… Dr. John H. Blue of Guymon, Oklahoma, said he treated fifty-six patients for dust pneumonia … He was blunt. The doctor had looked inside an otherwise healthy young farm hand, a man in his early twenties, and told him what he saw. “You are filled with dirt,” the doctor said. The young man died within a day. – P.173
One hundred million acres had lost most of its topsoil and nearly half had been “essentially destroyed” and could not be farmed again, Bennet said. Think about the size, Bennet said: an area stretching five hundred miles north to south and three hundred miles east to west was drifting and dusted; two thirds of the total area of the Great Plains had been damaged by severe wind erosion – an environmental disaster bigger than anything in American history.
Also in 1909, as a measure of the Bureau’s view of the perishability of soils, whether by erosion, by chemical or physical degradation, or by these factors in combination, the Bureau of Soils published its Bulletin 55. In this Bulletin, Professor Milton Whitney, Chief of the Bureau of Soils, argued that the soil was of inexhaustible and permanent fertility: “The soil is the one indestructible, immutable asset that the Nation possesses. It is the one resource that cannot be exhausted; that cannot be used up.” At a later time, Bennett reacted to Whitneys statement: “I didn’t know so much costly misinformation could be put into a single brief sentence.” While Whitney no longer censored discussions of erosion out of Bennett’s reports, he apparently intended to “cool” Bennett down by sending him on surveys and projects in Alaska and Cuba, and in South and Central America.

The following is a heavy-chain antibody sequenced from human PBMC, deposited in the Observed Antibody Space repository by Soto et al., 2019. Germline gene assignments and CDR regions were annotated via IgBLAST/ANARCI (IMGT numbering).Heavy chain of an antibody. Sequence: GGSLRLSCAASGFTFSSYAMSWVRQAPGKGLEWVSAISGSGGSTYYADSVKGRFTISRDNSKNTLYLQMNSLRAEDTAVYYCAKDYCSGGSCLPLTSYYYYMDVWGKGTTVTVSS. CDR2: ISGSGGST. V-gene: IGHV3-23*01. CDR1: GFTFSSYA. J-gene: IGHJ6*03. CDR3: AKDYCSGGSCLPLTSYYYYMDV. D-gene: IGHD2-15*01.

Soon after the publication of this circular, Bennett finally saw some federal funding approved for erosion research. This came about through his connection to A. B. Conner, Director of the Texas Experiment Station. According to a prearranged plan, Conner was to discuss erosion with Congressman Buchanan of Texas. When the congressman maintained, as they expected he would, that federal money was to be spent for defense, Conner would bring up the large expenditure for battleships, and then argue that protecting the soil that supports the citizenship protects the nation. This devious arrangement worked and, as a result, Bennett was soon asked to testify before Buchanan’s subcommittee. An amendment was attached to the 1929 appropriation for the Department of Agriculture authorizing $160,000 over four years for soil erosion research. This money was to be used by the USDA “to investigate the causes of soil erosion and the possibility of increasing the absorption of rainfall by the soil in the United States.”
79 ‘Small Farms, Externalities, and the Dust Bowl of the 1930s Gary D. Libecap University of Arizona National Bureau of Economic Research and Zeynep K. Hansen Washington University, St. Louis July 26, 2002 – PDF file